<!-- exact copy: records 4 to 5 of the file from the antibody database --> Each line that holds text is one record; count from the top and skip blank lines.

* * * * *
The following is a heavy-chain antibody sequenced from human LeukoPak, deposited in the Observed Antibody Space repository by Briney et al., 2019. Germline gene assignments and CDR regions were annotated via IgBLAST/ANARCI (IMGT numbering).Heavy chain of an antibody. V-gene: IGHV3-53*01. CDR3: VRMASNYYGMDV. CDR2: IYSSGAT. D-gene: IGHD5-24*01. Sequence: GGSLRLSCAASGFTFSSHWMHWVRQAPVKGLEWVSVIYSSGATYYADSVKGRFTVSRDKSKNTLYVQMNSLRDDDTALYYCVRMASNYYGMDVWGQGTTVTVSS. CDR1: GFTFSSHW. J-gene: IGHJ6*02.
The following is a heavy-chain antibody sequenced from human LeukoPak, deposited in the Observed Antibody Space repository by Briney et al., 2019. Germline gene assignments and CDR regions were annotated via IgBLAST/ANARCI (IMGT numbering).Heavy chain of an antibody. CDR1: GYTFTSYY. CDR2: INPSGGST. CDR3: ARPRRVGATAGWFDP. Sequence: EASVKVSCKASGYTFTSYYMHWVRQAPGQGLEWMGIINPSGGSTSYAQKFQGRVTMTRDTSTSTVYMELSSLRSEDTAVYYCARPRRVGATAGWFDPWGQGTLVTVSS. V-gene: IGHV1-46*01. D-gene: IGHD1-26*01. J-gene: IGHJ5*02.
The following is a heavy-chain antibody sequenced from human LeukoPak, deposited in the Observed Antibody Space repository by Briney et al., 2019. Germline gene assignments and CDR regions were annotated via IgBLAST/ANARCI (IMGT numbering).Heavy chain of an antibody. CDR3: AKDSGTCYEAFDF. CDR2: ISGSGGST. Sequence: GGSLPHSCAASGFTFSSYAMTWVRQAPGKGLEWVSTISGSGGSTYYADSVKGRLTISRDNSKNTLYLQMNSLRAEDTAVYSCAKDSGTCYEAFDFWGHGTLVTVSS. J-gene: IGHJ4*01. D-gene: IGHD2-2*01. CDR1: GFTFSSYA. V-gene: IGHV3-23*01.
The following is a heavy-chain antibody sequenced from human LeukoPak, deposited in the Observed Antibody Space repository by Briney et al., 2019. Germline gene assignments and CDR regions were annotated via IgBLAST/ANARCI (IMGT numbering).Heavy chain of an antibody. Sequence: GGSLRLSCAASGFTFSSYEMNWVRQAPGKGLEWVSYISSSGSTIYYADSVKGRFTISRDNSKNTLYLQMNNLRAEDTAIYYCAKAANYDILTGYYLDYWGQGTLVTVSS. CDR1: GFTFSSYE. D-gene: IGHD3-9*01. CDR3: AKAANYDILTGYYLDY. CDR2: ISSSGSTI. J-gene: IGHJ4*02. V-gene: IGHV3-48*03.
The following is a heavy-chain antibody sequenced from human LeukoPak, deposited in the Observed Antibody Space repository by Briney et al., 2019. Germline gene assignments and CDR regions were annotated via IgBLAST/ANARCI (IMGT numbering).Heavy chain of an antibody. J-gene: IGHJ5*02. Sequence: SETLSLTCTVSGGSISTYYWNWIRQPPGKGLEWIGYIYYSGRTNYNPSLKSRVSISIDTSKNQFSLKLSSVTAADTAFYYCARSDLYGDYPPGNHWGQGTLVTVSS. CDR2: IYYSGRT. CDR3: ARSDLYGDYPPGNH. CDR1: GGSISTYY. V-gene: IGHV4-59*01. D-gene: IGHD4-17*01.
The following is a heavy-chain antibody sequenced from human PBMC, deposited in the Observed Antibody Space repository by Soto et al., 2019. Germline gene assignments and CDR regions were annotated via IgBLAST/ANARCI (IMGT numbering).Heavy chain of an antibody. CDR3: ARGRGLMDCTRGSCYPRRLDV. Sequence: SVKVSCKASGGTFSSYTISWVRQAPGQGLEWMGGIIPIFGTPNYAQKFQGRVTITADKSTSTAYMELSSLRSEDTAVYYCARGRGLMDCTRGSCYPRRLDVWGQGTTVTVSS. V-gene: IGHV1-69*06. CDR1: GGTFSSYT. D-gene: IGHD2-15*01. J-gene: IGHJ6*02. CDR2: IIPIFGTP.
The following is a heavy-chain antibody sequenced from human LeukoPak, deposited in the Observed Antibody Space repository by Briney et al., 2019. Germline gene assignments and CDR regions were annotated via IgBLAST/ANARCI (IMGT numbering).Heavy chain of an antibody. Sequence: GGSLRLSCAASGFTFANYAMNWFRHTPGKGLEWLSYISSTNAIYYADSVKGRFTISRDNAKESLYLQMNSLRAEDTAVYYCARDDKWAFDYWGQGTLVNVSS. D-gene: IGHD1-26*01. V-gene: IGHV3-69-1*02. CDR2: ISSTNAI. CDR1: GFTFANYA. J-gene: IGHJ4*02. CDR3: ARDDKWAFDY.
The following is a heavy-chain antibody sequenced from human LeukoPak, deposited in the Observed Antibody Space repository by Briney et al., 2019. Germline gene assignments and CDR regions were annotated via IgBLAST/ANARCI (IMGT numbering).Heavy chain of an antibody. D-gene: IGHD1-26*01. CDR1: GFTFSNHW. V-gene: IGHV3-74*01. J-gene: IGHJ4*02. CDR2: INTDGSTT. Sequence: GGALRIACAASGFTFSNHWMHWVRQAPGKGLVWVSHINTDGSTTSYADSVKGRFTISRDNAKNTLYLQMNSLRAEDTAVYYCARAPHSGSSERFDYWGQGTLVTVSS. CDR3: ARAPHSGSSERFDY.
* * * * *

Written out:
The following is a heavy-chain antibody sequenced from human LeukoPak, deposited in the Observed Antibody Space repository by Briney et al., 2019. Germline gene assignments and CDR regions were annotated via IgBLAST/ANARCI (IMGT numbering).Heavy chain of an antibody. Sequence: GGSLRLSCAASGFTFSSYEMNWVRQAPGKGLEWVSYISSSGSTIYYADSVKGRFTISRDNSKNTLYLQMNNLRAEDTAIYYCAKAANYDILTGYYLDYWGQGTLVTVSS. CDR1: GFTFSSYE. D-gene: IGHD3-9*01. CDR3: AKAANYDILTGYYLDY. CDR2: ISSSGSTI. J-gene: IGHJ4*02. V-gene: IGHV3-48*03.
The following is a heavy-chain antibody sequenced from human LeukoPak, deposited in the Observed Antibody Space repository by Briney et al., 2019. Germline gene assignments and CDR regions were annotated via IgBLAST/ANARCI (IMGT numbering).Heavy chain of an antibody. J-gene: IGHJ5*02. Sequence: SETLSLTCTVSGGSISTYYWNWIRQPPGKGLEWIGYIYYSGRTNYNPSLKSRVSISIDTSKNQFSLKLSSVTAADTAFYYCARSDLYGDYPPGNHWGQGTLVTVSS. CDR2: IYYSGRT. CDR3: ARSDLYGDYPPGNH. CDR1: GGSISTYY. V-gene: IGHV4-59*01. D-gene: IGHD4-17*01.